It would be ‘insane’ to consider putting UK soldiers in Gaza, say Tory MPs

Deploying British troops on the ground to assist Gaza aid efforts would be “completely insane” and should be ruled out, senior Conservative MPs have warned.

Defence minister Leo Docherty declined to comment on reports that the UK Government is considering deploying troops to land humanitarian supplies from a temporary pier currently being built by the United States military.

This could involve driving trucks carrying aid from landing vessels via a causeway to the shore, where it would be deposited and picked up by aid agencies.

But Mr Docherty faced strong warnings from his own side and opposition MPs against such a move, amid fears for the safety of UK personnel, and calls for neighbouring Arab states to lead the distribution of supplies.

The minister, responding to an urgent question from Labour, told the Commons: “We are not going to comment on the speculation that there might be a ground role for UK forces; it wouldn’t be right for me to comment on speculation and we’re very clear as to the current remit.”

But Conservative, former cabinet minister, Robert Jenrick said: “Hamas is a terrorist organisation that hates the United Kingdom and everything we stand for.

“It would therefore be deeply unwise for the UK to commit British servicemen and women whether on the ground or on the pier in Gaza. It’s for precisely that reason that the White House has categorically ruled this out.

“Will the minister take the opportunity to do the same and reassure our constituents that we don’t make an inadvertent mistake and British troops continue what they should be doing, which is facilitating the complete eradication of Hamas?”

Infected Blood inquiry
Sir Jeremy Quin sought assurances that the UK would only contemplate UK boots on the pier with protection in place (Jonathan Brady/PA)

Mr Docherty replied: “I agree entirely with his analysis and his comments about Hamas. Other than that, of course, I won’t comment on speculation in the media.”

Conservative MP Sir Julian Lewis, who chairs the Intelligence and Security Committee of Parliament, earlier said: “One of the main strategic aims of Iran, Russia’s ally, in supporting what Hamas did in October last year was to suck Western powers into the Middle Eastern theatre – thus diverting them from Russia’s existential conflict with Ukraine.

“May I urge the minister not to comment on the suggestion that we might have British boots on the ground in the Gaza Strip, but to take the message back to the Secretary of State (Grant Shapps) that this would be a completely insane idea.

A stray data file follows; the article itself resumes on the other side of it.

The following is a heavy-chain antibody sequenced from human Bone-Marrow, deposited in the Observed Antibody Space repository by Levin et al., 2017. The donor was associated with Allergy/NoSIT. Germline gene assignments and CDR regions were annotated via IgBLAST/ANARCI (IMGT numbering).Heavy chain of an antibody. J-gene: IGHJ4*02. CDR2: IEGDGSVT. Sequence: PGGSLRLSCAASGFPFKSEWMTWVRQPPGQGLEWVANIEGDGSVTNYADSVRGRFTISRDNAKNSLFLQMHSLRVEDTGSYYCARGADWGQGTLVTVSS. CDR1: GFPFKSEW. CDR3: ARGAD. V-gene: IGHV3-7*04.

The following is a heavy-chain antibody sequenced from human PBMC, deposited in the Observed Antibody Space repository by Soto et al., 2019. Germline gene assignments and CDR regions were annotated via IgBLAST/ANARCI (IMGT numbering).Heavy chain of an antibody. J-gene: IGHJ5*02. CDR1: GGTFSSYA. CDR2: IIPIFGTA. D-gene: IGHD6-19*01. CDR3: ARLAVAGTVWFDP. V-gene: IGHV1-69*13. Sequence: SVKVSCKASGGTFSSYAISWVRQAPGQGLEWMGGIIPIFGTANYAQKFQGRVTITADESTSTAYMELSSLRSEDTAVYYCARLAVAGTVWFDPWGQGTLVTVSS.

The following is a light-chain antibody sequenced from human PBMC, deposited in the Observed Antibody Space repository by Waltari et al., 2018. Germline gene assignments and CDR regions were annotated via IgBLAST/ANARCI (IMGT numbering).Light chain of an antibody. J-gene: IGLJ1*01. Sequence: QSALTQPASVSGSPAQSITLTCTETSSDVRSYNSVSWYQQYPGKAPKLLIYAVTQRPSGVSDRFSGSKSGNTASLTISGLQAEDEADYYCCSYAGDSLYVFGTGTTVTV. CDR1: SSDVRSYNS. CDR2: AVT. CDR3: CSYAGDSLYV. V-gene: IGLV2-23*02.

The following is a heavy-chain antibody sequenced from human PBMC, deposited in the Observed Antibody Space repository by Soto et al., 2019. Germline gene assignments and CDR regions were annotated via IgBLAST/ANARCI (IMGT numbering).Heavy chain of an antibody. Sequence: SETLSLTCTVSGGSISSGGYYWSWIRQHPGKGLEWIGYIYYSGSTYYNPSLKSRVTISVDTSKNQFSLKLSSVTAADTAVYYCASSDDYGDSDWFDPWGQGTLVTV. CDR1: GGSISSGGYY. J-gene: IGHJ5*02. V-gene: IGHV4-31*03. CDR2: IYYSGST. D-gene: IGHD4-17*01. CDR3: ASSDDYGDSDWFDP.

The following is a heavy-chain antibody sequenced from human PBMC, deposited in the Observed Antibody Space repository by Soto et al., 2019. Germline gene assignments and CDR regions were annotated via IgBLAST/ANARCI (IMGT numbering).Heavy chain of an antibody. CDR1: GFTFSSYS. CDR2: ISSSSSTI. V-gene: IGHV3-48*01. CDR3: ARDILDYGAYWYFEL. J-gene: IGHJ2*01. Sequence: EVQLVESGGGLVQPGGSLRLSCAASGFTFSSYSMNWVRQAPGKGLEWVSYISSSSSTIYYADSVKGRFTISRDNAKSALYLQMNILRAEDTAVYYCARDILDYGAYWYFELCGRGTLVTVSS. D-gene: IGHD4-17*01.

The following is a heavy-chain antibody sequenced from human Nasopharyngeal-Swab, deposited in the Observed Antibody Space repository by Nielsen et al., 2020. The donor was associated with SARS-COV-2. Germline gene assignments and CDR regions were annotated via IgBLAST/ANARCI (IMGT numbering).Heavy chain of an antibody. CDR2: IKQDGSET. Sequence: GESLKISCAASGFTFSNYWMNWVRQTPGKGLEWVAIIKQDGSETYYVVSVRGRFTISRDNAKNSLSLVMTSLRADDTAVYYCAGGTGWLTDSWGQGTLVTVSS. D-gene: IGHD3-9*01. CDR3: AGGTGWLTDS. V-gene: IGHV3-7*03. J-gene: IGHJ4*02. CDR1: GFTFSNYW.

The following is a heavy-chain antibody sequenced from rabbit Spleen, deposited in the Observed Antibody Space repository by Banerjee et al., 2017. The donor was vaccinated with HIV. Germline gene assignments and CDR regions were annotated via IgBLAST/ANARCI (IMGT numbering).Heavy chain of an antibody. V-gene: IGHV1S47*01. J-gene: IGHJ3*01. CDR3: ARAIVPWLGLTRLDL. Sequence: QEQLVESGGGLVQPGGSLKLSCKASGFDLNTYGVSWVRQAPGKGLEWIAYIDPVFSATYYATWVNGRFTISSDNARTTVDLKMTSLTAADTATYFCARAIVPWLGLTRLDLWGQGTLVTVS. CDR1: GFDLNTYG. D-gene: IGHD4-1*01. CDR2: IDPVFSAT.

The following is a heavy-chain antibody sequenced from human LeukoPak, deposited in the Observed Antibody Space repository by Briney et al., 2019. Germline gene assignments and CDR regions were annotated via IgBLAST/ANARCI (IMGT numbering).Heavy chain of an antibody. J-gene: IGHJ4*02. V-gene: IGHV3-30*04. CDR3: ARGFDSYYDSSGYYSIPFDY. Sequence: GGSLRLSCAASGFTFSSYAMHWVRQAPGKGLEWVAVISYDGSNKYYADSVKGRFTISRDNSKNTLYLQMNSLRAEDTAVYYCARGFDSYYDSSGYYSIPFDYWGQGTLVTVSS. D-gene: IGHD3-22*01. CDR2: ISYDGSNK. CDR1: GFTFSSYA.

“It would be far better to have moderate, Arab, neighbouring states deal with any distribution of aid which we have helped facilitate as a result of the viable RAF and sea power that we have exercised.”

Mr Docherty said: “(Sir Julian) is right, the answers to the humanitarian and political challenges in the region lie in the region itself; I entirely agree with his analysis.

“He made a relevant and good point about the requirement for us to maintain focus on Ukraine, our efforts to support our Ukrainian friends and defend their sovereignty.”

Conservative MP Sir Jeremy Quin, who chairs the Defence Committee, sought assurances that the UK would “only contemplate UK boots on the pier with appropriate force protection in place”.

For the SNP, Dave Doogan said getting aid into Gaza to alleviate the “unspeakable torment” of the Palestinians “must be a good thing”, adding: “The professionalism and capability of UK troops is beyond question.

“But are ministers seriously suggesting that the best that Euro-Atlantic allies can muster is British troops? Have ministers forgotten about how British forces operated in Palestine in the Arab rebellion of 1936 because the Palestinians haven’t.”

Mr Doogan said any risk calculation must command “more robust analysis, rigour and humanitarian ambition”.

Conservative MP Bob Stewart (Beckenham), a former soldier, said: “Bearing in mind my experience in Northern Ireland, seven tours, I’m slightly worried just in case members of our armed forces open fire – and they have done – in the Middle East, that at some future date a foreign country or indeed an international court will put them before such court and charge them.

“I’m hoping the minister will declare that such a thing will never happen.”

Mr Docherty said: “Our forces in the region operate with the full force of the law behind them on the basis of collective self-defence.”

Former Labour leader Jeremy Corbyn said the “Israeli bombardment” is the “biggest problem” when trying to get aid into Gaza, and sought assurances that the Government will “not be deploying British troops anywhere on the ground in Gaza or the West Bank or any other part of the region”.

Labour MP Zarah Sultana (Coventry South) said Israel’s prime minister, Benjamin Netanyahu, should be “held to account for his horrific crimes”.

Israel has been the subject of international criticism for failing to let enough aid across its land borders, though it has promised to open more crossings, including its port in Ashdod to process aid shipments bound for Gaza.

The Israel-Hamas war was triggered by Hamas’ October 7 attack on Israel that killed 1,200 people and saw another 250 being taken hostage.

Israel’s offensive in Gaza has killed more than 34,300 people, according to the local health ministry, and swathes of the population are on the brink of starvation.